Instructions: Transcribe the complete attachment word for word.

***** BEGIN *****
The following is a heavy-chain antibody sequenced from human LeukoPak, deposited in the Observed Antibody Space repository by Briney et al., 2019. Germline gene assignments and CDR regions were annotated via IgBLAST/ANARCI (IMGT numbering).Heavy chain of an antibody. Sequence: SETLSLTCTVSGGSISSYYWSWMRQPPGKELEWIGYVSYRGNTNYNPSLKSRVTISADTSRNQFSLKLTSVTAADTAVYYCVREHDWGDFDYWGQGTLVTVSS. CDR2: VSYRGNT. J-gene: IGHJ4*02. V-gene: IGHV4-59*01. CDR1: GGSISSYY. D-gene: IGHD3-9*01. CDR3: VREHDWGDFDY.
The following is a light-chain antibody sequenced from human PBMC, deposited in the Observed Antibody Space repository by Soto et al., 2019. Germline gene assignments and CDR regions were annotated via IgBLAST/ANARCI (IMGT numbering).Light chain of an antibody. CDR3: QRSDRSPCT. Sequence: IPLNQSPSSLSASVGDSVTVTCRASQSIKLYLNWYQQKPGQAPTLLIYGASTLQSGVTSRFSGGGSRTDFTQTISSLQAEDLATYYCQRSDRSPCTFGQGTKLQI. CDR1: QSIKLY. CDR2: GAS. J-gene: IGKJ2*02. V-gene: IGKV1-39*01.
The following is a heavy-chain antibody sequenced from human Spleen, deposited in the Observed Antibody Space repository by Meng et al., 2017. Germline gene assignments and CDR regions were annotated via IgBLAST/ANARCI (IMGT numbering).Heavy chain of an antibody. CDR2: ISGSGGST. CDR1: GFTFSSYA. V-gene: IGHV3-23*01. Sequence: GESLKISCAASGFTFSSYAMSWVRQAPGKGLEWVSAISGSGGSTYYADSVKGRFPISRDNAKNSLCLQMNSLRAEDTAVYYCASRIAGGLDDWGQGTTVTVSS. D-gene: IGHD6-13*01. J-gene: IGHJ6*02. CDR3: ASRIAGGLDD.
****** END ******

The following is a heavy-chain antibody sequenced from human LeukoPak, deposited in the Observed Antibody Space repository by Briney et al., 2019. Germline gene assignments and CDR regions were annotated via IgBLAST/ANARCI (IMGT numbering).Heavy chain of an antibody. Sequence: SETLSLTCTVSGGSISSYYWSWMRQPPGKELEWIGYVSYRGNTNYNPSLKSRVTISADTSRNQFSLKLTSVTAADTAVYYCVREHDWGDFDYWGQGTLVTVSS. CDR2: VSYRGNT. J-gene: IGHJ4*02. V-gene: IGHV4-59*01. CDR1: GGSISSYY. D-gene: IGHD3-9*01. CDR3: VREHDWGDFDY.
The following is a light-chain antibody sequenced from human PBMC, deposited in the Observed Antibody Space repository by Soto et al., 2019. Germline gene assignments and CDR regions were annotated via IgBLAST/ANARCI (IMGT numbering).Light chain of an antibody. CDR3: QRSDRSPCT. Sequence: IPLNQSPSSLSASVGDSVTVTCRASQSIKLYLNWYQQKPGQAPTLLIYGASTLQSGVTSRFSGGGSRTDFTQTISSLQAEDLATYYCQRSDRSPCTFGQGTKLQI. CDR1: QSIKLY. CDR2: GAS. J-gene: IGKJ2*02. V-gene: IGKV1-39*01.
The following is a heavy-chain antibody sequenced from human Spleen, deposited in the Observed Antibody Space repository by Meng et al., 2017. Germline gene assignments and CDR regions were annotated via IgBLAST/ANARCI (IMGT numbering).Heavy chain of an antibody. CDR2: ISGSGGST. CDR1: GFTFSSYA. V-gene: IGHV3-23*01. Sequence: GESLKISCAASGFTFSSYAMSWVRQAPGKGLEWVSAISGSGGSTYYADSVKGRFPISRDNAKNSLCLQMNSLRAEDTAVYYCASRIAGGLDDWGQGTTVTVSS. D-gene: IGHD6-13*01. J-gene: IGHJ6*02. CDR3: ASRIAGGLDD.